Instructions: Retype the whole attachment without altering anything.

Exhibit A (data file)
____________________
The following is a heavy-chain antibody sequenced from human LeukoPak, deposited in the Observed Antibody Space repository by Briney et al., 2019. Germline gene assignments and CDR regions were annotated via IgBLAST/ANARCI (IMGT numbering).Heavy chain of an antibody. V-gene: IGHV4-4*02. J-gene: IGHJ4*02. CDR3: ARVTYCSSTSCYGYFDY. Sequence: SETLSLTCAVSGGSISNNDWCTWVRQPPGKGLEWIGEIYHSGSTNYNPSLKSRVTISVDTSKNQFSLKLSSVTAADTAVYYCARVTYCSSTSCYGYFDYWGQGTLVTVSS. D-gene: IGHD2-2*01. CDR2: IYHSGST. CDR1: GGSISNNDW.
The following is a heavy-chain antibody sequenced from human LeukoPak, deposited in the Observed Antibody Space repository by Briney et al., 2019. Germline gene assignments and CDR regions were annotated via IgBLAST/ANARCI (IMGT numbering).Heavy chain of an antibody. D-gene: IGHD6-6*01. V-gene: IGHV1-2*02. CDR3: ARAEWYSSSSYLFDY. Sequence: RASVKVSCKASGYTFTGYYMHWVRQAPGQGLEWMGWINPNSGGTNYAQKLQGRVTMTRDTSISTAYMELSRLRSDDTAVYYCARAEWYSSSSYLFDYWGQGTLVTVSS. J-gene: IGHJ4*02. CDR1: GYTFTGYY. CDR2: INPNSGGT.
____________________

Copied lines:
The following is a heavy-chain antibody sequenced from human LeukoPak, deposited in the Observed Antibody Space repository by Briney et al., 2019. Germline gene assignments and CDR regions were annotated via IgBLAST/ANARCI (IMGT numbering).Heavy chain of an antibody. V-gene: IGHV4-4*02. J-gene: IGHJ4*02. CDR3: ARVTYCSSTSCYGYFDY. Sequence: SETLSLTCAVSGGSISNNDWCTWVRQPPGKGLEWIGEIYHSGSTNYNPSLKSRVTISVDTSKNQFSLKLSSVTAADTAVYYCARVTYCSSTSCYGYFDYWGQGTLVTVSS. D-gene: IGHD2-2*01. CDR2: IYHSGST. CDR1: GGSISNNDW.
The following is a heavy-chain antibody sequenced from human LeukoPak, deposited in the Observed Antibody Space repository by Briney et al., 2019. Germline gene assignments and CDR regions were annotated via IgBLAST/ANARCI (IMGT numbering).Heavy chain of an antibody. D-gene: IGHD6-6*01. V-gene: IGHV1-2*02. CDR3: ARAEWYSSSSYLFDY. Sequence: RASVKVSCKASGYTFTGYYMHWVRQAPGQGLEWMGWINPNSGGTNYAQKLQGRVTMTRDTSISTAYMELSRLRSDDTAVYYCARAEWYSSSSYLFDYWGQGTLVTVSS. J-gene: IGHJ4*02. CDR1: GYTFTGYY. CDR2: INPNSGGT.